Group 1 Automotive, a leading operator in the highly fragmented $1 trillion automotive retailing industry, follows a strategy that focuses on decentralized management, new technology initiatives, expansion of higher-margin businesses, customer service, and centralization of certain administrative functions.
As of late February 2008, Group 1 owned and operated 104 automotive dealerships, 143 franchises, and 26 collision service centers in the U.S., and three dealerships, six franchises and two collision centers in the U.K. that offer 32 brands of automobiles.
Comments: Increased revenue from 1998 to 2006 yoy, each year, every year. Similar growth for net income, except for 2004, which must have suffered from a particularly large acquisition (guessing here, need to investigate). Good dividend: 2.7%. This is a "growth through gobble" company, and they appear very successful at that strategy. Brilliant fund managers Richard Fentin (Fidelity Value) and Joel Tillinghast (Fidelity Low Priced Stock) own large portions of GPI. Insiders were buying on the open market last year at higher prices. Fear seems to be dominating anything related to autos because of the dastardly recession. Trading for a ridiculous 7% of revenue and 64% of stated book value. What about the debt, you say? I'm not sure, but I guess it might seem inflated because of the way leases are recorded on the books, similar to why so many value-oriented investors think SNS is currently attractive despite the appearance of a large amount of debt. [more]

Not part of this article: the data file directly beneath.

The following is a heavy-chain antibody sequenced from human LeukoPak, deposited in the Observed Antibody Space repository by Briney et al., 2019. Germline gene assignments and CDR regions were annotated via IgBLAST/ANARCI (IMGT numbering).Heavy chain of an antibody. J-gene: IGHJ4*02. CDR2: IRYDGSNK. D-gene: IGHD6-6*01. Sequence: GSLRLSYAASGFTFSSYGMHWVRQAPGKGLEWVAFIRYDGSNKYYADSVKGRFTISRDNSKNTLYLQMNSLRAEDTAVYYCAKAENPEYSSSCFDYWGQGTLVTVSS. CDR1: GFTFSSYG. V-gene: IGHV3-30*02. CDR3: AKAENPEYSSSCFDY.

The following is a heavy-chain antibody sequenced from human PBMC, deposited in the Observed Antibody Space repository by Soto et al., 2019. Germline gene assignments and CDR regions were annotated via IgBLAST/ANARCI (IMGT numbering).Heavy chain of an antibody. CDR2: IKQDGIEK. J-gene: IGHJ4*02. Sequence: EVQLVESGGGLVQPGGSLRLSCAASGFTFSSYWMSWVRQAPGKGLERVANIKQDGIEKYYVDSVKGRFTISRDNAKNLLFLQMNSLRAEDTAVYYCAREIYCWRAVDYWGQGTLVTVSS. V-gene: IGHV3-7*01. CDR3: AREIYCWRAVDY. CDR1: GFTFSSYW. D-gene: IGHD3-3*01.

Inspired by the popular Eldrehad's Picks I decided to start my own alter-ego CAPS profile to pick one stock a month and track performance. PebbledsPicks will focus on a one-year holding period with an orientation toward value investing principles. I have read many times that the average stock trades within a 50% range within any 12-month rolling time period. Buying a decent company when the stock price has apparently been unfairly punished for any number of reasons and then selling at a profit within a reasonably short period of time (such as one year) is a formula for building wealth. No one ever went broke selling stocks for a profit. In this CAPS portfolio I will pick one stock a month with a modicum of due diligence and based on some simple fundamental analysis. My theory with this virtual portfolio is similar in philosophy to the BMW Method and Greenblatt's Magic Formula: buy decent companies when they appear to be cheap and then sell when you're up for a targeted CAGR. Try real hard not to sell at a loss if at all possible. [more]